This is what has been happening to Ben Mankhamba and MAM and Kuchekuche music competition and therefore it should not be inherited in the yet to be launched Chibuku Music Competition.
A music competition has to look at issues like preparations of the band that has just ascended on stage, their musical presentation as well as their stage presentation among others.
On Preparations, what is generally observed during musical competitions are things like tuning of instruments. How the artists will enter and exit the stage, there has to also be consideration on how the artists are communicating with the audience while artists are doing their preparations, which the judges also concentrate at looking at who is doing what, and when during the preparations.
Practically what follows is the actual musical presentation, where judges or the audience look at how the artists are presenting their songs through their music arrangements, lead sing-backing harmonies, solo as well as ‘tutti’ which is the final output that comes when all voices and instruments are played together.
Then there is the aspects of how they break, do their licks and accentuations. This has to go together with interpretations and emphasis on the lyrics as well as how they introduced the song and ended it with regard to musical groove and improvisations etc.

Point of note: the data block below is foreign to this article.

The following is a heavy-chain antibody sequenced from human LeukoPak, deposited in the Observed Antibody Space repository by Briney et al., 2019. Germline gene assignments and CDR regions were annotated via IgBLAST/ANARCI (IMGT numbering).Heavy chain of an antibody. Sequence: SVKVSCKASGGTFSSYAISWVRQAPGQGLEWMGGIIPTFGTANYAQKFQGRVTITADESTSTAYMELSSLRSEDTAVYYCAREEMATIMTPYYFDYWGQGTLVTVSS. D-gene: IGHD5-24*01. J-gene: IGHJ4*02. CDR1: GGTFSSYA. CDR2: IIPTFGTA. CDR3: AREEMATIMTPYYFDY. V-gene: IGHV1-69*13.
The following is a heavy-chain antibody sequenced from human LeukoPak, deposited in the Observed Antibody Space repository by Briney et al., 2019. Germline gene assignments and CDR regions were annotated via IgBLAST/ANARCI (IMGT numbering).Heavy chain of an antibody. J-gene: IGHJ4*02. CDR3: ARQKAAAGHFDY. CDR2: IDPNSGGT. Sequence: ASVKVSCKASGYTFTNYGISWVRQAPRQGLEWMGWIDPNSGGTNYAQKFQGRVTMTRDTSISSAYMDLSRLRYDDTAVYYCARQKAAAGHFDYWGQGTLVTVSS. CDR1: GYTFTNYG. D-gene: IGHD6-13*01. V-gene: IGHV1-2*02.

Then while the musicians are singing, there is another aspect, which I suspect, has in the Kuchekuche competition been confusing judges and this is stage presentation.
The primary and basic thing in this regard is to check how the artists are controlling their nervousness or embarrassment, which cannot be ruled out. Then there has also to be a consideration on how to present musical ‘message’ and their type of stage act, and how they are using the whole stage while in action without losing focus.
There is also the aspect of dancing as part of performance, and who stand where during the performance this does not however mean dramatising the whole performance nor bringing in choreographically induced performance that will drown the musical performance, which is the essence of the competition in the first place.
The other confusing aspect is the issue of music originality and personal presentation and interpretation.
To an extent, the judges are subjective by nature but this cannot make one lose sight, because combination of the judges’ assessment bring the objective element to the final verdict.